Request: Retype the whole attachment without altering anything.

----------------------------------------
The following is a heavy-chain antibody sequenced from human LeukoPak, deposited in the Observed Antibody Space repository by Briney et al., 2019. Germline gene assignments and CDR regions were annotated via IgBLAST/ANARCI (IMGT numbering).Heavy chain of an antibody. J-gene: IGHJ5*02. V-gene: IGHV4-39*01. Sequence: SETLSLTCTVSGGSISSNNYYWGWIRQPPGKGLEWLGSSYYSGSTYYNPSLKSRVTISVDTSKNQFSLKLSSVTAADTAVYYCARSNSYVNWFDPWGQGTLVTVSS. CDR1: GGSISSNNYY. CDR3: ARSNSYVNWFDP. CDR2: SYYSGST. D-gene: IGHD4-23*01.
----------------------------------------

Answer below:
The following is a heavy-chain antibody sequenced from human LeukoPak, deposited in the Observed Antibody Space repository by Briney et al., 2019. Germline gene assignments and CDR regions were annotated via IgBLAST/ANARCI (IMGT numbering).Heavy chain of an antibody. J-gene: IGHJ5*02. V-gene: IGHV4-39*01. Sequence: SETLSLTCTVSGGSISSNNYYWGWIRQPPGKGLEWLGSSYYSGSTYYNPSLKSRVTISVDTSKNQFSLKLSSVTAADTAVYYCARSNSYVNWFDPWGQGTLVTVSS. CDR1: GGSISSNNYY. CDR3: ARSNSYVNWFDP. CDR2: SYYSGST. D-gene: IGHD4-23*01.